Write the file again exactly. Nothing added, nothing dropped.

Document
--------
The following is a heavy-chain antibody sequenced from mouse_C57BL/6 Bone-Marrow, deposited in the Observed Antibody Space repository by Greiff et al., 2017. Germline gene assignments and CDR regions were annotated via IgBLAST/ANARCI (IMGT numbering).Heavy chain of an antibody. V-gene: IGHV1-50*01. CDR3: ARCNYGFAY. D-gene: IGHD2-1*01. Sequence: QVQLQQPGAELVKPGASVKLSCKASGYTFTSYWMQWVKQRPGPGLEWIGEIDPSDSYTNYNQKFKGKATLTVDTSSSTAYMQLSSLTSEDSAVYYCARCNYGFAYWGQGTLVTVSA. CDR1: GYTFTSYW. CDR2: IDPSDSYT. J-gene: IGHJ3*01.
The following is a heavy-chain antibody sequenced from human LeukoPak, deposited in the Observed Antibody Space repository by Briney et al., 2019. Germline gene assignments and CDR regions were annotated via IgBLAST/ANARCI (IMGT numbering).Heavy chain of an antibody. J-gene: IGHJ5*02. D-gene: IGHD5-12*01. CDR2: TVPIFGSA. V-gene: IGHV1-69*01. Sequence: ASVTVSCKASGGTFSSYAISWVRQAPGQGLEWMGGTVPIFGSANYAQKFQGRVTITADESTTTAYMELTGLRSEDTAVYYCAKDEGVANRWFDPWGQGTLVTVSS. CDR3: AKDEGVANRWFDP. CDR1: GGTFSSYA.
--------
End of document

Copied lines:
The following is a heavy-chain antibody sequenced from mouse_C57BL/6 Bone-Marrow, deposited in the Observed Antibody Space repository by Greiff et al., 2017. Germline gene assignments and CDR regions were annotated via IgBLAST/ANARCI (IMGT numbering).Heavy chain of an antibody. V-gene: IGHV1-50*01. CDR3: ARCNYGFAY. D-gene: IGHD2-1*01. Sequence: QVQLQQPGAELVKPGASVKLSCKASGYTFTSYWMQWVKQRPGPGLEWIGEIDPSDSYTNYNQKFKGKATLTVDTSSSTAYMQLSSLTSEDSAVYYCARCNYGFAYWGQGTLVTVSA. CDR1: GYTFTSYW. CDR2: IDPSDSYT. J-gene: IGHJ3*01.
The following is a heavy-chain antibody sequenced from human LeukoPak, deposited in the Observed Antibody Space repository by Briney et al., 2019. Germline gene assignments and CDR regions were annotated via IgBLAST/ANARCI (IMGT numbering).Heavy chain of an antibody. J-gene: IGHJ5*02. D-gene: IGHD5-12*01. CDR2: TVPIFGSA. V-gene: IGHV1-69*01. Sequence: ASVTVSCKASGGTFSSYAISWVRQAPGQGLEWMGGTVPIFGSANYAQKFQGRVTITADESTTTAYMELTGLRSEDTAVYYCAKDEGVANRWFDPWGQGTLVTVSS. CDR3: AKDEGVANRWFDP. CDR1: GGTFSSYA.